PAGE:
IPE: Maximizing patient safety
LAU expands its offerings in health sciences interprofessional education through clinical and community-oriented activities to enhance patient care.
In addition to clinical activities, future community-oriented IPE activities will include informational sessions about osteoporosis (at ABC-Dbayeh, on March 19) and diet pills and weight loss (at the Byblos Souks, on April 2).
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For five years now, Interprofessional Education (IPE) – whereby students from different disciplines come together to learn from each other’s experiences – has been a mandatory component of LAU’s curricula in nutrition, medicine, pharmacy, nursing and social work. In spring 2016, a new initiative will be launched to bring IPE out of the classroom, providing students with hands-on experience and benefiting the community at large.
“Students told us they would like to apply their IPE skills to real life,” said Nadine Zeeni, assistant professor of nutrition and coordinator of the IPE project. “So we put out a call and the faculty responded to it.” As a result, faculty from all five programs will lead students in a total of three clinical IPE activities this semester, combined with two events that will bring health information to the community in an interdisciplinary way.
According to Rita Doumit, assistant professor in the School of Nursing and lead faculty on the clinical IPE activity recently held at LAU Medical Center-Rizk Hospital, “studies have shown that collaborative practice is contributing to safer and more cost-effective and patient-centered care.” In fact, she went on, “interprofessional teamwork has helped decrease medical errors and improve patient satisfaction.”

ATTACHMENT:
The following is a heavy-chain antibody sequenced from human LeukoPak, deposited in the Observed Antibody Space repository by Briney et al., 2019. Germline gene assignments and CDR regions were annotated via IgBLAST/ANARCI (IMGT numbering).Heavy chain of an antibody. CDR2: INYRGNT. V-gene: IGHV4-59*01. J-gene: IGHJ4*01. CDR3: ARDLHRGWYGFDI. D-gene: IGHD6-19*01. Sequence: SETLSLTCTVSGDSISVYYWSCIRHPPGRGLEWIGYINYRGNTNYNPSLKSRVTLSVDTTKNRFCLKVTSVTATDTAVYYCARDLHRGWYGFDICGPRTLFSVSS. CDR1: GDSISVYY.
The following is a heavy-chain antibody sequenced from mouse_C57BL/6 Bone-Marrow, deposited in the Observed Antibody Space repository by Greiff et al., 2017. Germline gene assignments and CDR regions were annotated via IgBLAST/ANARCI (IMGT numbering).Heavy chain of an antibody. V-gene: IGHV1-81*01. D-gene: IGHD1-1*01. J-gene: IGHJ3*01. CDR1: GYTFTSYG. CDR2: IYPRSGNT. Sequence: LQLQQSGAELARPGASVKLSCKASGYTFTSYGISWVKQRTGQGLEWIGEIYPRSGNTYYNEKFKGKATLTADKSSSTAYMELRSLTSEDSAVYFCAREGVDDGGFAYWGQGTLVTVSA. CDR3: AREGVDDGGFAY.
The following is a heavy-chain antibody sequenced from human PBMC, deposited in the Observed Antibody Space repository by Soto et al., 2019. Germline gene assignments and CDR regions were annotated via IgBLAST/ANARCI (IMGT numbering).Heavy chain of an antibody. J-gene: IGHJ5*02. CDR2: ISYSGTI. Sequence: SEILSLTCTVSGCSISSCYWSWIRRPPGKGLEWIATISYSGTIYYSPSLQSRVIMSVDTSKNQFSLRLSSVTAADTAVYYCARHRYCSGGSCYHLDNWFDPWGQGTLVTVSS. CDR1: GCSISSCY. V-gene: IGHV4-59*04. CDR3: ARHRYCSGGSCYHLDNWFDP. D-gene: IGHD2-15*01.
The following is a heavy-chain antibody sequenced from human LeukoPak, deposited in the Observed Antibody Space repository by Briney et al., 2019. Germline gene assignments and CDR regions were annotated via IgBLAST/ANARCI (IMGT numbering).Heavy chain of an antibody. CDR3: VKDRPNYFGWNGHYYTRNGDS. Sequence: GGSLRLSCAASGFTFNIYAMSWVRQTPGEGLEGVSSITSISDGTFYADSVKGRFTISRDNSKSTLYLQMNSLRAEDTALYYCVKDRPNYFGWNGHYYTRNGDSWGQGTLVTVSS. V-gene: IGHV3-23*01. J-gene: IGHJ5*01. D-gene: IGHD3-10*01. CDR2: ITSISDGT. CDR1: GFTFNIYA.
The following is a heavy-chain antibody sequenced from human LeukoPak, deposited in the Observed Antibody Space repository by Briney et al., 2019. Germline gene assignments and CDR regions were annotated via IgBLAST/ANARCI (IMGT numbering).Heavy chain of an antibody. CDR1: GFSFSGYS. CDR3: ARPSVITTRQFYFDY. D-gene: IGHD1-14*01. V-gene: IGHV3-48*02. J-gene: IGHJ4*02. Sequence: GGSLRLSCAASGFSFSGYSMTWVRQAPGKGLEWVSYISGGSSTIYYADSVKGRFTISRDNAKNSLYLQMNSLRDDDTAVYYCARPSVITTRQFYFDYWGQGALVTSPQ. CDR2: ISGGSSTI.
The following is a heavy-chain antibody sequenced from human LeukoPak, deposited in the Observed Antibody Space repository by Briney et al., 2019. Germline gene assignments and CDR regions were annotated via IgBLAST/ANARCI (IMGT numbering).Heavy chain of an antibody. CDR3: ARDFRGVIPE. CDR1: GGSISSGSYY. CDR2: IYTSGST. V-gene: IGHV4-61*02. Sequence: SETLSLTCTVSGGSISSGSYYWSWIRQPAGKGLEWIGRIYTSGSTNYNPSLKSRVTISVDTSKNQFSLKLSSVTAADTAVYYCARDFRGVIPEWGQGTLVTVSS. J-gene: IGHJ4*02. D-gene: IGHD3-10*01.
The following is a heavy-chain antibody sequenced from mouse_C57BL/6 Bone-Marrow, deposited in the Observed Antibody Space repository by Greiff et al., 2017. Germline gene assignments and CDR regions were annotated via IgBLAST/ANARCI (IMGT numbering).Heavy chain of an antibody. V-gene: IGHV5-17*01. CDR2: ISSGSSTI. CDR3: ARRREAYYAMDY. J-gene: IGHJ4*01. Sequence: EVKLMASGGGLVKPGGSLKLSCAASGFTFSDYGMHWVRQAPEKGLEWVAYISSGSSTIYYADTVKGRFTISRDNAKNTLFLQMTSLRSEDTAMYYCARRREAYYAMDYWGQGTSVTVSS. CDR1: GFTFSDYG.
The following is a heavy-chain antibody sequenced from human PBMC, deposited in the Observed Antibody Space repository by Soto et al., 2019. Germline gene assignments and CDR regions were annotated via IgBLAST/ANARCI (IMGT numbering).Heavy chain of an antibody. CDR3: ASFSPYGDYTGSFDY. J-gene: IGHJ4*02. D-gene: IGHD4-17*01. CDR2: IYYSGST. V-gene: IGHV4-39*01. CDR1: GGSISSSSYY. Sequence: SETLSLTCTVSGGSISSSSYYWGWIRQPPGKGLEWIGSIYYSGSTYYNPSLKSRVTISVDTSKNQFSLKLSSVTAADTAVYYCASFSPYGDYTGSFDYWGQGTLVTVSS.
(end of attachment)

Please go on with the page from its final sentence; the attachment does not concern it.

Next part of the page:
For Mira Boutros, a student in LAU’s Nutrition and Dietetics-Coordinated Program who participated in one of the sessions at LAU Medical Center-Rizk Hospital, the welfare of the patient is the ultimate reason for engaging in IPE. “At the end of the day, we all care about the patient,” she said. “To avoid making mistakes and help the patient,” maximizing communication between the different professionals (nurses, doctors, pharmacists, nutritionists and social workers) involved is essential.
During the clinical sessions at LAU Medical Center-Rizk Hospital, students from the five disciplines teamed up to evaluate real-life patient cases. Boutros collaborated with four others on a surgery case during which “the surgery resident asked us, the nutritionists, what we could recommend as a diet for the patient,” she said. Zeina Mhanna, a nursing student, also experienced first-hand the importance of interprofessional cooperation for optimizing patient outcomes. “In our group, a discussion between the different professionals led us to figure out that the patient was getting the wrong dose of medication,” something that doctors might not catch on their own.
In addition to the February 12 session and an earlier clinical activity held at LAU Medical Center-Rizk Hospital on January 29, students will have the opportunity to work across disciplines at the Clinical Simulation Center on the Byblos campus later in the semester. Forthcoming community-oriented IPE activities will include informational sessions in which students will educate members of the public about osteoporosis (at ABC-Dbayeh, on March 19) and diet pills and weight loss (at the Byblos Souks, on April 2).
“This year is a pilot year for IPE outside the classroom,” said Zeeni. “But it is a long-term program, and we plan to add more sessions next year.”
Other stories in: Alice Ramez Chagoury School of Nursing; Department of Natural Sciences; Department of Social Sciences; Gilbert and Rose-Marie Chagoury School of Medicine; School of Arts and Sciences; School of Pharmacy.
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